Artificial sweeteners may make your diet soda taste better, but they’re not disappearing when you drink them. We’re polluting the planet with these chemicals, and it’s affecting the biosphere. What chemical lessons can we learn from the past — and how can we avoid the same problems in the future?
Chemical Poisoning in Rome
The Roman Empire had significant technological sophistication for the time, but although the empire outlasted and assimilated culture after culture within its path of conquest, it also struggled with certain chemical aspects of technology.
This technological immaturity — making many advances without research into the long-term effects — resulted in metal intoxication and poisoning in Roman times.
Examining the bone fragments, artifacts, and manuscripts of well-known Roman authors of the time shows that metal poisoning occurred. Pliny the Elder writes of using lead in plumbing and sweetening, and the Roman vintner Columella discusses using lead as well. Unfortunately, their use of technology was shortsighted — they were unaware that they were poisoning themselves with the lead.
Western culture is modeled on Roman and Greek Civilization in many ways, and we appear to face similar problems, as we use toxic chemicals in our own day-to-day lives, and sweeten our foods and beverages containing even more chemicals, in the form of artificial sweeteners.
Artificial Sweeteners in the Biospheres
The volumes of artificial sweeteners in the biosphere are staggering. Among all pollutants, artificial sweeteners (AS) rank near the top of the heap. Whether the AS is sucralose, saccharin, or aspartame, human consumption of these sweeteners has come at a time when obesity is reaching epidemic proportions in westernized culture.
Evidence points to the use of artificial sweeteners as a causative factor for the obesity epidemic — so, is there a connection between environmental presence and human obesity? In short, have we affected our collective health with the expediency of sugarless drinks — and are there other effects that we just haven’t noticed yet? These questions are among many which environmental scientists must answer.
How Do Artificial Sweeteners Get Into the Biosphere?
Each day at sewage treatment facilities across the United States, pharmaceuticals, plastics, and other organics – including artificial sweeteners – slip past the purification processes. The volume of organics has overwhelmed water treatment facilities.
Not only is the volume of artificial sweetener difficult to contain at the source, but artificial sweeteners pass through sewage treatment because of the way the molecules interact with water.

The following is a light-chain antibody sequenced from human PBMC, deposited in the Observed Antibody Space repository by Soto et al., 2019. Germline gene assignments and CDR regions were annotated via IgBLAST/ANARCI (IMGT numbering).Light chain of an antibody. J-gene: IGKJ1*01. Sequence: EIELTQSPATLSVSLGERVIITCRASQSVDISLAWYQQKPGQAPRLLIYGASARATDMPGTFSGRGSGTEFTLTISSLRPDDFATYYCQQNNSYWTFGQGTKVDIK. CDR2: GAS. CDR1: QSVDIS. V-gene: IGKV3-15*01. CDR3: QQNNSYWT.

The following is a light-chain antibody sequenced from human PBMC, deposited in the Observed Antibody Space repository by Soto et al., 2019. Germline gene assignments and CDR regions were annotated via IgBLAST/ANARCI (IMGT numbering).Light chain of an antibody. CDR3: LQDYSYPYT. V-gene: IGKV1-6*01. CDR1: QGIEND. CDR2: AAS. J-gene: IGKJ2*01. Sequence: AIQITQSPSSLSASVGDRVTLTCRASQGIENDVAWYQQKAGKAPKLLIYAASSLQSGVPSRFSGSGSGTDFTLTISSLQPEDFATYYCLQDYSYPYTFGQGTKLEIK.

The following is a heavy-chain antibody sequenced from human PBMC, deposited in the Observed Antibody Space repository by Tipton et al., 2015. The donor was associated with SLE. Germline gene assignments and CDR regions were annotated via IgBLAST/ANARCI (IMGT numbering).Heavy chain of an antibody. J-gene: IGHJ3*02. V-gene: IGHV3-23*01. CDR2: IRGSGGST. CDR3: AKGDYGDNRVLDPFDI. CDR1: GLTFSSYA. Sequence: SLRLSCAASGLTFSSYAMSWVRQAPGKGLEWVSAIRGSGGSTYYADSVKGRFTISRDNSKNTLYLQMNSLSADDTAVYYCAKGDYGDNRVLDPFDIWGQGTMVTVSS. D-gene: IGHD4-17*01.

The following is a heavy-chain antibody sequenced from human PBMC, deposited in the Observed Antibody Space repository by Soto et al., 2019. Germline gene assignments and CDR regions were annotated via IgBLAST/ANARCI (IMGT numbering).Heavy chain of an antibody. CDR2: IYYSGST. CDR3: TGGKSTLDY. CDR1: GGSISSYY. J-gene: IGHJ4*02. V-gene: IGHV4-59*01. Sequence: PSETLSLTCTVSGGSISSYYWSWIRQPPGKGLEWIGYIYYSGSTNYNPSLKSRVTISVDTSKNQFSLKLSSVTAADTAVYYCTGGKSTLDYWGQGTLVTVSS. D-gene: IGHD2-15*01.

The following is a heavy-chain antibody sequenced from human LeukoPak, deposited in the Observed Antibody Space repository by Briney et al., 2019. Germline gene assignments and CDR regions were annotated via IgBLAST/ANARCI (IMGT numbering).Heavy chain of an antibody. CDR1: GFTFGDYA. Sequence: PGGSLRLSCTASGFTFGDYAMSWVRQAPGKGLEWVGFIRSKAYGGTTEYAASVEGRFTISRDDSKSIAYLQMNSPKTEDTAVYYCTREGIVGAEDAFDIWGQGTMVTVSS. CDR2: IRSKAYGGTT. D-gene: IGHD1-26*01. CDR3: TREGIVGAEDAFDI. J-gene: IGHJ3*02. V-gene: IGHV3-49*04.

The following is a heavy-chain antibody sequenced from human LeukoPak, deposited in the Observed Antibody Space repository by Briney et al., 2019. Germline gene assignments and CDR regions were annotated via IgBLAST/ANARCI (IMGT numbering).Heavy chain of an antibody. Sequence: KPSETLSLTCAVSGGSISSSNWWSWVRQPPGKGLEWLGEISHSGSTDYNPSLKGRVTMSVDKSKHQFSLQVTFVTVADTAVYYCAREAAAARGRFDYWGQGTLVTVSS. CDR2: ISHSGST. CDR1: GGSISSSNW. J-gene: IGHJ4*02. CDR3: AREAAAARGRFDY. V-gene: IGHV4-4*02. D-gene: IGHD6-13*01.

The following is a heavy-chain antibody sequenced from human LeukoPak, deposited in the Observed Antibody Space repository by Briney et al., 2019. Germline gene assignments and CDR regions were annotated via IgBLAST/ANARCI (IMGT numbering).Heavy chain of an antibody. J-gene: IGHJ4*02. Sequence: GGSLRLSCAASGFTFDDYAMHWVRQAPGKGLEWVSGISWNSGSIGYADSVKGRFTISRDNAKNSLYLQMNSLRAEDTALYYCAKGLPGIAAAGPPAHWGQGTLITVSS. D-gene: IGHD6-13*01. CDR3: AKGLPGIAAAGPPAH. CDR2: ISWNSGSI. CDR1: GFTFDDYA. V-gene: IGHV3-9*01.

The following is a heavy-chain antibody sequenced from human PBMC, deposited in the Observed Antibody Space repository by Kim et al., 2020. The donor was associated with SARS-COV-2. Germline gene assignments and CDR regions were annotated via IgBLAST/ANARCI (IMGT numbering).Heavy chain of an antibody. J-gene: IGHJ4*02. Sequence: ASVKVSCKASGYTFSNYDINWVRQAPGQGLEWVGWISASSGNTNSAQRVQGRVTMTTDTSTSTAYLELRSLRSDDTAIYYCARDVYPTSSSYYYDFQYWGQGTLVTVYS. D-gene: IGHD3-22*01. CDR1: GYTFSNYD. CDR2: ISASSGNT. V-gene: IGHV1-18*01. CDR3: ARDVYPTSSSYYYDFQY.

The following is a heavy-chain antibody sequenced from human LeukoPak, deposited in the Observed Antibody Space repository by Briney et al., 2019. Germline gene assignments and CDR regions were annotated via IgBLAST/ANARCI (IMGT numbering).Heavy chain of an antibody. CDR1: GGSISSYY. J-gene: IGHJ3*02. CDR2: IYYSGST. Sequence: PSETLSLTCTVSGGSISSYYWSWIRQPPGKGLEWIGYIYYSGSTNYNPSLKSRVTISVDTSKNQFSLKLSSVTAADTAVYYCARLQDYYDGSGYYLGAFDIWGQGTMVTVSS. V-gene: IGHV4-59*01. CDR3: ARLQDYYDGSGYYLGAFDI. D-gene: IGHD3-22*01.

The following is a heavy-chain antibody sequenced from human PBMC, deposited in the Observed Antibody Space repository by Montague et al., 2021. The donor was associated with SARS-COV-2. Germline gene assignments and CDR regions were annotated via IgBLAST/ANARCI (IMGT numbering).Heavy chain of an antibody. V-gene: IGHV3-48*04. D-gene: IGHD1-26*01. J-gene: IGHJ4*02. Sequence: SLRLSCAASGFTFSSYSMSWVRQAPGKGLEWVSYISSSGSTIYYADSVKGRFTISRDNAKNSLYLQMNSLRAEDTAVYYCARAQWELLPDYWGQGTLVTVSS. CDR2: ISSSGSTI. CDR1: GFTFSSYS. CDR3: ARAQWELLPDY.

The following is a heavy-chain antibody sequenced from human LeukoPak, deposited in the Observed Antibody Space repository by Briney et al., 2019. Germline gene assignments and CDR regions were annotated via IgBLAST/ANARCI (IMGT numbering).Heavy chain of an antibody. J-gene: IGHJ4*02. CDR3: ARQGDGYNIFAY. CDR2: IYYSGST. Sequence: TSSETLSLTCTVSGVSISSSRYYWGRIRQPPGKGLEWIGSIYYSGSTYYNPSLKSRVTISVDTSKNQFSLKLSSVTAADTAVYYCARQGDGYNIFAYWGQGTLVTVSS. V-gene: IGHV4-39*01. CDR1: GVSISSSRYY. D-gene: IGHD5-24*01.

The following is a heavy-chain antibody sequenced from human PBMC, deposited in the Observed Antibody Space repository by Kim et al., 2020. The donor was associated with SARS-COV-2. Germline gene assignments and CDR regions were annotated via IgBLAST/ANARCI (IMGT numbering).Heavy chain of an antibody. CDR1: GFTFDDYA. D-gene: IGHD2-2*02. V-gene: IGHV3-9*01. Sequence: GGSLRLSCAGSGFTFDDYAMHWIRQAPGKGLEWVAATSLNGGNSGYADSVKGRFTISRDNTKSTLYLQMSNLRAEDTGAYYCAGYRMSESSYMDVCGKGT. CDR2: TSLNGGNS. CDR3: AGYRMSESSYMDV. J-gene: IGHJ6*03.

Artificial sweeteners appear infinitely miscible in water (they can mix with water in all proportions) –thus sewage treatment plants mistakenly pass them. There are, however, different amounts of artificial sweetener that pass depending upon whether the AS is sucralose, aspartame, or saccharin — with sucralose being the most porous and saccharin the least. As these stray molecules pass into the biosphere, they have initiated changes, including changes in proteins.
Artificial Sweeteners and Protein Molecules
Among the known effects of AS on the biosphere is their interference with protein molecules. Proteins are a part of all earthly life and play roles in maintaining healthy responses to environmental stressors. Like all molecules, proteins are three-dimensional objects, and in a living cell, water surrounds them.
Two distinct factor affect the shape of a protein: their innate chemical scaffolding or connectivity, and surrounding milieu. When the water components in the cell are changed, the three-dimensional shape of proteins may become altered.
Life’s molecules re-adapt to their molecular environment especially when something interferes with their watery solutions. In the unnatural environment of perturbed water, genetic-based disease is more likely. There are hundreds of protein-related diseases that range from cancer to psychiatric disorders.
Curbing the Use of Artificial Sweeteners
Surveying the literature reveals at least three natural replacements for artificial sweeteners: Stevia, Agave syrup, and Tagatose.
Stevia has garnered the most attention, and is found in many commercial products. While Agave syrup and Tagatose are less well-known, the two are actively studied with the hope of widespread utilization.
Agave syrup is derived from the Agave plant that is native to the South Western United States and Mexico; manufacturers use the syrup in the fermentation process to make Tequila, as well. Studies reveal Agave syrup to be rich in phytochemicals that are beneficial to its users. The specialized phytochemicals reportedly relieve stress and improve one’s overall health. We need further studies to quantify the beneficial substances.
Tagatose is a rare sugar that is derived from fructose and milk sugars (galactose). While it is rarely found milk products, it has been derived from naturally-occurring fungus from the sugar: psicose. Workers in South Korea are investigating the industrial feasibility of deriving a sweetener from fungus.
Perceptions of Sweetness
The sweetness values of Stevia, Agave, and Tagatose are greater than table sugar: sucrose. The main drawbacks of the new sugar replacements are at least two-fold: taste and cost-effectiveness. Sucrose is the gold-standard because of the public’s desire for sugar. It is a problem of perception.
Molecular receptors on the tongue govern the taste of sweetness – we also partially experience sweetness through smell; it has reportedly evolved from man’s early needs of hunting-and-gathering.
Whether we can effectively replace sugar (without harm to the environment) still remains in question. However, as long as we continue to desire sugar in our diet, we remain hostage to our early hunter-gatherer perceptions of sweetness.